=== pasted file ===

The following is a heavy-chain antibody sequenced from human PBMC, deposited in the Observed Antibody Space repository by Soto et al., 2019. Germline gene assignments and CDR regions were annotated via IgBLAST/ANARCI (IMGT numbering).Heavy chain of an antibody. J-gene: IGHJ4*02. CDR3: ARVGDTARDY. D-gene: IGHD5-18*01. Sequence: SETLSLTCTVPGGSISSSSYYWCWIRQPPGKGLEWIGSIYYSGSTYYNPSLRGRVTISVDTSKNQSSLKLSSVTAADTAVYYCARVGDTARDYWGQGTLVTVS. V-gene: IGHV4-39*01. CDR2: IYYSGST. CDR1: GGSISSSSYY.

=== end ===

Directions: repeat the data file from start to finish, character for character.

The following is a heavy-chain antibody sequenced from human PBMC, deposited in the Observed Antibody Space repository by Soto et al., 2019. Germline gene assignments and CDR regions were annotated via IgBLAST/ANARCI (IMGT numbering).Heavy chain of an antibody. J-gene: IGHJ4*02. CDR3: ARVGDTARDY. D-gene: IGHD5-18*01. Sequence: SETLSLTCTVPGGSISSSSYYWCWIRQPPGKGLEWIGSIYYSGSTYYNPSLRGRVTISVDTSKNQSSLKLSSVTAADTAVYYCARVGDTARDYWGQGTLVTVS. V-gene: IGHV4-39*01. CDR2: IYYSGST. CDR1: GGSISSSSYY.